From the Fatherland, With Love is very different in style from Piercingthe only other book by Ryu Murakami that I’ve read. Piercing was very short and chilling. The only element shared by the books was the occasional gruesome scene involving blood-splattered violence; otherwise it would be impossible to tell that they were both written by the same person.

Overall this is a very intelligent book. It gives a chilling insight into the holes in Japan’s security; whilst at the same time giving a thorough examination of the Japanese and North Korean culture. Recommended to anyone who likes to learn from their literature.


The thoughts of other bloggers:

 …a great story, and one whose ending works very well. Tony’s Reading List

…a compelling and shocking read. A Common Reader

…a wonderful cast of characters in a tale that rollicks along with all the mayhem, violence & action one expects from a Ryu Murakami book  The Parrish Lantern

2012 Books in Translation Chunkster

Traveller of the Century by Andrés Neuman

Traveller of the Century Translated from the Spanish by Nick Caistor and Lorenza Garcia

Five words from the blurb: mysterious, city, literary, love, translation

When Stu announced he was holding a blog event to celebrate translated literature published by Pushkin Press I immediately pencilled Traveller of the Century onto my list. It had been receiving almost universal praise from the blogosphere and I was keen to sample its literary magic. I’m so pleased that Stu pushed this up my TBR pile as it is one of those timeless classics that encourages you to look at the world in a slightly different light.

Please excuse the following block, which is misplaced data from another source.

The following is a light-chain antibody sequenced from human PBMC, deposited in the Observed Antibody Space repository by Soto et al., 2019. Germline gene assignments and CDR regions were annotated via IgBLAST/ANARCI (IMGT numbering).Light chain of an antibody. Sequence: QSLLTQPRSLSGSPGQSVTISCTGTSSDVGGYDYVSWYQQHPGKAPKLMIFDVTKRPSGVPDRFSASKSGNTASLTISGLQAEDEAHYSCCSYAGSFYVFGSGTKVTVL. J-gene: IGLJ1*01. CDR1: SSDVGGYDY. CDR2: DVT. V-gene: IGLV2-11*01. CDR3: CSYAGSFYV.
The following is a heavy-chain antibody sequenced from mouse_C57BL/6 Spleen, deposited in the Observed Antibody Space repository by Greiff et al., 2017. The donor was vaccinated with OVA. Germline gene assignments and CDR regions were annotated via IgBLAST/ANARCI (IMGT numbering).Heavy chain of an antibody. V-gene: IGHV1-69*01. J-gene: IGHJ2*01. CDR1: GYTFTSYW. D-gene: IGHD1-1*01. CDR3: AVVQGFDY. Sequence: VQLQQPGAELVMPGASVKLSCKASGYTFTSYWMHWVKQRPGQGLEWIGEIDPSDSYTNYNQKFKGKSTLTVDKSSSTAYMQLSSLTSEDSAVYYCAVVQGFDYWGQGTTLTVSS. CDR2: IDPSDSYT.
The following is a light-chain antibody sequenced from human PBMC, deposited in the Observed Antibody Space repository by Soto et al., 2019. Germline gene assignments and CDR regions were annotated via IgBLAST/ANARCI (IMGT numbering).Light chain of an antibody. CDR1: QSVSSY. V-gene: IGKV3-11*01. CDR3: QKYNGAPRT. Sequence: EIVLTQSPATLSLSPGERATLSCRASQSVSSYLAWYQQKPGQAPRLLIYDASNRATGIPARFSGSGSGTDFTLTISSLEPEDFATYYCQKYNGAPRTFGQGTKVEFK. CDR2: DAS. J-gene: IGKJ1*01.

The book begins with a man arriving in a mysterious city. Every day he walks around the local area and is slightly puzzled by the way buildings and roads appear to change location overnight. This section had a magical feel that reminded me of Jonathan Strange and Mr. Norrell, but the writing quality meant I was able to suspend my disbelief and enjoyed reading about the weird occurrences.  

As the story progressed it became more grounded in reality and I found that I had to read the book in small sections as the information was so dense – it felt more like a series of essays than a novel. Much of the book focused on issues around translation, particularly of poetry. I have to admit that I’m not a big poetry fan and so some of the discussions did nothing for me, but luckily these were soon followed by ones that did. 

It’s the opposite of what I expected, she said, metre in German or English poetry resembles a dance, while in Spanish it is like a military march. In German poetry the dancer marks the rhythm until he decides to turn round and go to the next verse, regardless of how many steps he takes. It is more spoken, more from the lungs, isn’t it? Spanish verse is beautiful and yet there is something rigid about it, something imposed that doesn’t seem to originate from speech, one has to count both accents and syllables, it’s almost Pythagorean.